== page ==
Kurt Cobain: his part in my downfall

I remember where I was when Kurt Cobain died. That’s probably a little unusual for someone of my age, because I was ten years old at the time. I didn’t yet really listen to much music, but I was on a family holiday with cousins a few years older than me, in Majorca, in a wide sprawling villa with ceramic tiled floors and a walk-in pantry in which, one exciting day, we found a centipede.

A huge thunderstorm woke me up scratching in the middle of the night – surprise and eczema are not good friends at the age of ten – and I ripped my arms from elbow to wrist in one half-asleep double-scratch movement, and I couldn’t go back in the swimming pool after that. Instead I sat outdoors and read a book of short horror stories – not Goosebumps but in a similar vein – three times in a week because I’d not brought enough books with me. There was one story in particular about a girl who found a cursed ring that forced her to hear the exact thoughts of everyone around her, including the people who secretly hated her, and it eventually drove her mad.

My cousins were old enough to watch MTV in the cool room where the pool table was, and it was through them that I learned that Kurt Cobain was the lead singer of a band called Nirvana, who were pretty good, and that he’d died. I also learned about Beavis and Butthead. It was a pretty good spring holiday.

Somewhere around two years later I bought my first album. It was the Spawn soundtrack. I hadn’t seen the film but the cover looked really, really cool and it had bands I’d heard of making music with bands I hadn’t. I think on some level I figured that if every song was a remix, every song had two bands, so I’d get twice as much value for money. After that, From The Muddy Banks Of The Wishkah was maybe my second or third purchase. I picked it up from a second-hand record store in York where my cousins lived. I was trying to be cool. Of course I was. I was 12.

I fell in love with that album. I listened to it over and over, poring over the lyrics in the CD insert, trying to understand how you took words like that and turned them into that sound: that rawness, that energy, that emotion. I started all backwards with Nirvana, so I was never really a Nevermind girl; eventually, when I’d picked up every album and gotten my friends to trade me tapes of bootleg tracks and B-sides, it was Bleach I loved the best. In Utero was too raw, too sad, too strange, too close to home. Nevermind was too popular, maybe, or perhaps just not energetic enough. I could jump around to Bleach. I could put on my massive 90s jeans and my skater chain, or my black miniskirt and my striped tights, and dance to it.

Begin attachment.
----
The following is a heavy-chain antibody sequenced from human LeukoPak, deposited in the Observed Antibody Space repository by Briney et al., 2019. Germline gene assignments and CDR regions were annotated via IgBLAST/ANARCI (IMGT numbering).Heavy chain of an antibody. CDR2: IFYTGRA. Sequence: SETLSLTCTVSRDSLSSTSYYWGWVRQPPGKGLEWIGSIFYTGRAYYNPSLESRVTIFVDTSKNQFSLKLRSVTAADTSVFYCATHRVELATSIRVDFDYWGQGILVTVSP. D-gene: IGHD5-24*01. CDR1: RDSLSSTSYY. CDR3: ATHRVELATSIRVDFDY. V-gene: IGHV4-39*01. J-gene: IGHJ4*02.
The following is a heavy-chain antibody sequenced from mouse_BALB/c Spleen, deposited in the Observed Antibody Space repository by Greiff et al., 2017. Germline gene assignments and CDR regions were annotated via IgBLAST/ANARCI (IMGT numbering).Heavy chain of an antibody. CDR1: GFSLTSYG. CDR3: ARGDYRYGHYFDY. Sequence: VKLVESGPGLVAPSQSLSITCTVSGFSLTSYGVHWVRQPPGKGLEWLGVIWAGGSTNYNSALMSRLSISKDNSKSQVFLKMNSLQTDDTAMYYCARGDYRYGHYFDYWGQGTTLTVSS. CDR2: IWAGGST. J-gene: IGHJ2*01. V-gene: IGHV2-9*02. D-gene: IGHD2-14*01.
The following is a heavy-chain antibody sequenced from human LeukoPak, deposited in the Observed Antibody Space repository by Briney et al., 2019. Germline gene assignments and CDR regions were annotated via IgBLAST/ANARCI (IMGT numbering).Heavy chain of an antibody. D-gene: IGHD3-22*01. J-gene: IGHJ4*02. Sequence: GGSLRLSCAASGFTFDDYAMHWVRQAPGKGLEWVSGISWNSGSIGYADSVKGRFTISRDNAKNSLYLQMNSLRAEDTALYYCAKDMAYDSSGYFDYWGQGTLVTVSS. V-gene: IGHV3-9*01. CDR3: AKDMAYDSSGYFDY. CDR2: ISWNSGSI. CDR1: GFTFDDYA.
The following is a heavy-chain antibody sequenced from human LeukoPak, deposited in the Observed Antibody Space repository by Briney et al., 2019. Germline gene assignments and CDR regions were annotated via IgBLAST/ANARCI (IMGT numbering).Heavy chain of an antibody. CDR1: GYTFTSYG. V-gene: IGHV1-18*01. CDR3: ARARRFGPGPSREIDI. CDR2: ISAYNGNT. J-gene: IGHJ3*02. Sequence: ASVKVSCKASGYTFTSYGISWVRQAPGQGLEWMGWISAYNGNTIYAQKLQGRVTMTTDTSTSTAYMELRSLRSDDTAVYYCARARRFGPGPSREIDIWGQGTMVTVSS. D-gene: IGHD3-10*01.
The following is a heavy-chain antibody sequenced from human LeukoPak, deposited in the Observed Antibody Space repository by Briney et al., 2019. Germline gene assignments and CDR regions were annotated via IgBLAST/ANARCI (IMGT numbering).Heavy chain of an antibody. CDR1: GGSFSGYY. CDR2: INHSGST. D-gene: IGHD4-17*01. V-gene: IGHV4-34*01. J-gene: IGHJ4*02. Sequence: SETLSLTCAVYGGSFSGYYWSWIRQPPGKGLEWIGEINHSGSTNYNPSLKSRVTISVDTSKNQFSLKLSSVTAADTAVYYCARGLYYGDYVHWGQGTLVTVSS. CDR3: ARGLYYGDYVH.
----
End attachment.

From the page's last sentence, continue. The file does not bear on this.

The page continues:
When I went to hospital my parents brought in CDs for me to listen to. They gave me a MiniDisc player for Christmas, the Christmas I spent on the adult psych ward, and I copied albums across to it so I could listen to them when I couldn’t sleep. I listened to a lot of In Utero that year. I put up a poster of Kurt Cobain on the noticeboard next to my bed, that one of him in jeans and a grey sweater with a gun in his hand, where he’s smiling. The music therapist taught me some basic chords on the guitar and I learned to play Polly, along with the chorus of “Why Does It Always Rain On Me” by Travis, because it used a lot of the same chords and it was always playing on the radio we had on in the dining room during most meals, to make the whole thing less weird for the anorexic patients.

When I was 14 or 15, I bought a huge long-sleeved T-shirt with the Nirvana acid smiley on the front and a slogan on the back: FLOWER SNIFFIN KITTY PETTIN BABY KISSIN ROCK N ROLL WHORES. I bought a dark colour to hide the blood, knowing there would be blood. These days, sometimes Grant wears it around the house, and I go short-sleeved.

I don’t listen to a lot of music these days. Sometime in my first or second year at university, about the time I stopped self-harming, I also stopped finding new music, and slowed down on listening to the things I’d always loved. Something about music rubs me raw, opens me up too much. I get emotional in ways that aren’t always comfortable, when the emotions come from the music – or from the past. When I made Detritus last year, I hadn’t listened to Nirvana specifically – deliberately, in the non-Spotify-random-playlist way where you actually listen to the music – in perhaps two years. I named each act after a Nirvana song, because that’s what was playing in my head when I was writing.

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Mary Hamilton

I'm a journalist-type tech-ish geek person, working in that interesting ambiguous place where reporting the news meets all sorts of peripheral skills. In my spare time I herd zombies, design games and write stuff.

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